All throughout human history, the lure of the sea has been strong for sailors and travelers alike. The phrase sail the Seven Seas has had different meanings to different people at different times in history. It historically referred to bodies of water along trade routes and regional waters; although in some cases the seas are mythical and not actual bodies of water. Seven Seas has evolved to become a figurative term to describe a sailor who has navigated all the seas and oceans of the world, and not literally seven.
Below from Roberto Freitas: “US Frigate New Castle, New Hampshire” by John Samuel Blunt (1798–1835) signed J. S. Blunt and dated 1828, oil on canvas
In order to truly grasp man’s desire to conquer the oceans, let’s turn to the insight (and wit) of some of our greatest authors:
“Whenever I find myself growing grim about the mouth; whenever it is a damp, drizzly November in my soul; whenever I find myself involuntarily pausing before coffin warehouses, and bringing up the rear of every funeral I meet; and especially whenever my hypos get such an upper hand of me, that it requires a strong moral principle to prevent me from deliberately stepping into the street, and methodically knocking people’s hats off – then, I account it high time to get to sea as soon as I can.” – Herman Melville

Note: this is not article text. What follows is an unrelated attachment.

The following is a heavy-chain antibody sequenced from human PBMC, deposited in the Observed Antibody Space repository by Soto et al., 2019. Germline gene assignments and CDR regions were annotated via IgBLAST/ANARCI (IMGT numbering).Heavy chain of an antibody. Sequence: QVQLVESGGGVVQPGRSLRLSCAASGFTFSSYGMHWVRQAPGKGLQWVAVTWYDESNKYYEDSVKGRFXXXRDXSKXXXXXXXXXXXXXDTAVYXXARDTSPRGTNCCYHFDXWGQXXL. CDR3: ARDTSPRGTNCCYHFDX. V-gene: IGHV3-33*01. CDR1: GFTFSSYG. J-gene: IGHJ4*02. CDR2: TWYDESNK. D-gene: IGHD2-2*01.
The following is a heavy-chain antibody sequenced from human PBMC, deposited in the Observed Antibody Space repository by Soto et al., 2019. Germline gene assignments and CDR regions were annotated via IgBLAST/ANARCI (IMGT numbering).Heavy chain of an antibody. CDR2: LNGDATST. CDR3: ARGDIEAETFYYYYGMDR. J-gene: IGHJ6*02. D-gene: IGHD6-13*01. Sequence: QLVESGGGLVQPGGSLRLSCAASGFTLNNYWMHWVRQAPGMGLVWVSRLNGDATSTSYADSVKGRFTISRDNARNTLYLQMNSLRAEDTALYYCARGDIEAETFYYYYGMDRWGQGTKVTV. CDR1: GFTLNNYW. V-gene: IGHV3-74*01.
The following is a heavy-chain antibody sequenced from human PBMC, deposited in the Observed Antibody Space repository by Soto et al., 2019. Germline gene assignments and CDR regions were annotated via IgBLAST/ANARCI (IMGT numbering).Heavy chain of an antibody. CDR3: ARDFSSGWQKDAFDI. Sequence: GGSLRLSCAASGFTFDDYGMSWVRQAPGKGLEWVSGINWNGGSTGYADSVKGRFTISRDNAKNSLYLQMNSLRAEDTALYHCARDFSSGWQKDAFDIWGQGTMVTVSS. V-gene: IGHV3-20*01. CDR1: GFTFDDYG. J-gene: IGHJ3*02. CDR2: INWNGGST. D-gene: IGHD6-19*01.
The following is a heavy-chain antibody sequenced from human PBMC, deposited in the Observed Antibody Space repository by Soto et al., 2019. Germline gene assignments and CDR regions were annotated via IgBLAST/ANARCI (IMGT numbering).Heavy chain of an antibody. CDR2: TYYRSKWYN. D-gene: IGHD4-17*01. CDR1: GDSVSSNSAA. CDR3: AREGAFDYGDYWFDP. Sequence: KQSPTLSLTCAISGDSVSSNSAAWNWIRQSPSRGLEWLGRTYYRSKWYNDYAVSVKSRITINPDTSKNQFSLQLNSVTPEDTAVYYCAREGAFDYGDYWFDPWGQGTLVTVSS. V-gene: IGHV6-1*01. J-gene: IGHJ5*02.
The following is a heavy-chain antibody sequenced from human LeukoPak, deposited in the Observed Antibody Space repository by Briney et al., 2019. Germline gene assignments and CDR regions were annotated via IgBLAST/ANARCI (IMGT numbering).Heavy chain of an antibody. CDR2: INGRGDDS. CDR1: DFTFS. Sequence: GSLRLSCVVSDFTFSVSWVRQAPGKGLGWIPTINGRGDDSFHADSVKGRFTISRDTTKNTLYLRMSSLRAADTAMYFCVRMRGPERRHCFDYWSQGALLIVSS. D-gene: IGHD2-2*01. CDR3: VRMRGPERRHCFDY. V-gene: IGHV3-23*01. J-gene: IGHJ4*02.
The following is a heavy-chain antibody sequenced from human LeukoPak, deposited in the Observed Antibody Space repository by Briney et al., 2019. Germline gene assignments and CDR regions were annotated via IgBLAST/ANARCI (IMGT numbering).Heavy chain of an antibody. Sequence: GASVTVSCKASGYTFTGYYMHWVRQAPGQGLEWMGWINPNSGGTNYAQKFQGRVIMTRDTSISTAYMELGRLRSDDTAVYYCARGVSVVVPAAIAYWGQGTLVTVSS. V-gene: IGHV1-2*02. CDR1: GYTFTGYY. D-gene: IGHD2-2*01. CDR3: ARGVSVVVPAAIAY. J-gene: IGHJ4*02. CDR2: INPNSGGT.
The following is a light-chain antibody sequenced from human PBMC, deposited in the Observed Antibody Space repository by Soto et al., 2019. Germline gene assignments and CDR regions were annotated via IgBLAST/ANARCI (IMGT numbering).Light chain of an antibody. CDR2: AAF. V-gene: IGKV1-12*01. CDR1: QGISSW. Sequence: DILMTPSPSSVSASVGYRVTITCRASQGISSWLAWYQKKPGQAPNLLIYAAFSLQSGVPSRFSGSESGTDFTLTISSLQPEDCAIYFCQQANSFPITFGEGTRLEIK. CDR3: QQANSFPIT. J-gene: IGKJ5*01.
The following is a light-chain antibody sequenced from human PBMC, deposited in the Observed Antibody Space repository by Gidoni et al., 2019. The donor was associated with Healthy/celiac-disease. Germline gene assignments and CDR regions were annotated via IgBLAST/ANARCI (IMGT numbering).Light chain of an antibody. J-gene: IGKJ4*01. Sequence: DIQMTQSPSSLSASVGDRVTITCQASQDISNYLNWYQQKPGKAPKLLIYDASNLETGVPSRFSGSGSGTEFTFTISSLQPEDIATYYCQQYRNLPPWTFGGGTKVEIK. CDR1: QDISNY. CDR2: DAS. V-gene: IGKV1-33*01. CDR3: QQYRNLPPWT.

Below from epoca: English oil painting of a schooner entering Liverpool harbor; signed and dated 1835
“The sea is everything. It covers seven tenths of the terrestrial globe. Its breath is pure and healthy. It is an immense desert, where man is never lonely, for he feels life stirring on all sides.” – Jules Verne
Below from Antonio’s Bella Casa: Grand, hand-beaded, crystal and gilt bronze, three-mast, galleon chandelier from Sicily.
“If you want to build a ship, don’t drum up people to collect wood and don’t assign them tasks and work, but rather teach them to long for the endless immensity of the sea.” – Antoine de Saint-Exupery
Below from Peter Fetterman Gallery: “The Mauretania” (1910) by Alfred Stieglitz, vintage photogravure from Camera Work 36© Estate of Alfred Stieglitz.
“He looked across the sea and knew how alone he was now. But he could see the prisms in the deep dark water and the line stretching ahead and the strange undulation of the calm. The clouds were building up now for the trade wind and he looked ahead and saw a flight of wild ducks etching themselves against the sky over the water, then blurring, then etching again and he knew no man was ever alone on the sea.” – Ernest Hemingway
Below from Roberto Freitas: “The Bark Columbia (Ships in New York Harbor)” by Antonio Nicolo Gasparo Jacobsen (1850 – 1921) signed Antonio Jacobsen and dated 1915, oil on board